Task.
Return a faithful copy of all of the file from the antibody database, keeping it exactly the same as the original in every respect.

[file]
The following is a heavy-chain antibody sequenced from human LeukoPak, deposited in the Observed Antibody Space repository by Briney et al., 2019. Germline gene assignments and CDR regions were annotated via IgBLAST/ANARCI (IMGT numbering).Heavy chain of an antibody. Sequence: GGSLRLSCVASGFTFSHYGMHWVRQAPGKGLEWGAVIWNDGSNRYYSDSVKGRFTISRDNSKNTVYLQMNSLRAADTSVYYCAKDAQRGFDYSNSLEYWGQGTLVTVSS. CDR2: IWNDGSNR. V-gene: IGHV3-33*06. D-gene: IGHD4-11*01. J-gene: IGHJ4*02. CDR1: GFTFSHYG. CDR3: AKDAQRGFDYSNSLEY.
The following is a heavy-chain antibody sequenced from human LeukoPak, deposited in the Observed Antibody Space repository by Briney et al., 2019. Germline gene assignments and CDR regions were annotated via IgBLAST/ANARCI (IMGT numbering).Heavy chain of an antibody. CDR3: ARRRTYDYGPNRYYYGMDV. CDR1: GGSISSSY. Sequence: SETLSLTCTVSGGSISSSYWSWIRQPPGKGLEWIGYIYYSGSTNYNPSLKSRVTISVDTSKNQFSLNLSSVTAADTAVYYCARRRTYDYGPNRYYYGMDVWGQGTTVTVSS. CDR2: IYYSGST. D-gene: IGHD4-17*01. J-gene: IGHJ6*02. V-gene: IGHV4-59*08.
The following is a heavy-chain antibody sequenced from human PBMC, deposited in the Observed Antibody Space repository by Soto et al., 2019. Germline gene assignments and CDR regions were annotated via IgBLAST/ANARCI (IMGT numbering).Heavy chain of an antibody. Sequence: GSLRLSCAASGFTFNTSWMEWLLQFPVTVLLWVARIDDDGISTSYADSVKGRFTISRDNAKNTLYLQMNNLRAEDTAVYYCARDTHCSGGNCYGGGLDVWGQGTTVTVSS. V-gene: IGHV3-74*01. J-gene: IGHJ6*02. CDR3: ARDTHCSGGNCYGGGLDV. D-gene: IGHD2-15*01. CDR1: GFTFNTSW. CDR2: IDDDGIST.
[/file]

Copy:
The following is a heavy-chain antibody sequenced from human LeukoPak, deposited in the Observed Antibody Space repository by Briney et al., 2019. Germline gene assignments and CDR regions were annotated via IgBLAST/ANARCI (IMGT numbering).Heavy chain of an antibody. Sequence: GGSLRLSCVASGFTFSHYGMHWVRQAPGKGLEWGAVIWNDGSNRYYSDSVKGRFTISRDNSKNTVYLQMNSLRAADTSVYYCAKDAQRGFDYSNSLEYWGQGTLVTVSS. CDR2: IWNDGSNR. V-gene: IGHV3-33*06. D-gene: IGHD4-11*01. J-gene: IGHJ4*02. CDR1: GFTFSHYG. CDR3: AKDAQRGFDYSNSLEY.
The following is a heavy-chain antibody sequenced from human LeukoPak, deposited in the Observed Antibody Space repository by Briney et al., 2019. Germline gene assignments and CDR regions were annotated via IgBLAST/ANARCI (IMGT numbering).Heavy chain of an antibody. CDR3: ARRRTYDYGPNRYYYGMDV. CDR1: GGSISSSY. Sequence: SETLSLTCTVSGGSISSSYWSWIRQPPGKGLEWIGYIYYSGSTNYNPSLKSRVTISVDTSKNQFSLNLSSVTAADTAVYYCARRRTYDYGPNRYYYGMDVWGQGTTVTVSS. CDR2: IYYSGST. D-gene: IGHD4-17*01. J-gene: IGHJ6*02. V-gene: IGHV4-59*08.
The following is a heavy-chain antibody sequenced from human PBMC, deposited in the Observed Antibody Space repository by Soto et al., 2019. Germline gene assignments and CDR regions were annotated via IgBLAST/ANARCI (IMGT numbering).Heavy chain of an antibody. Sequence: GSLRLSCAASGFTFNTSWMEWLLQFPVTVLLWVARIDDDGISTSYADSVKGRFTISRDNAKNTLYLQMNNLRAEDTAVYYCARDTHCSGGNCYGGGLDVWGQGTTVTVSS. V-gene: IGHV3-74*01. J-gene: IGHJ6*02. CDR3: ARDTHCSGGNCYGGGLDV. D-gene: IGHD2-15*01. CDR1: GFTFNTSW. CDR2: IDDDGIST.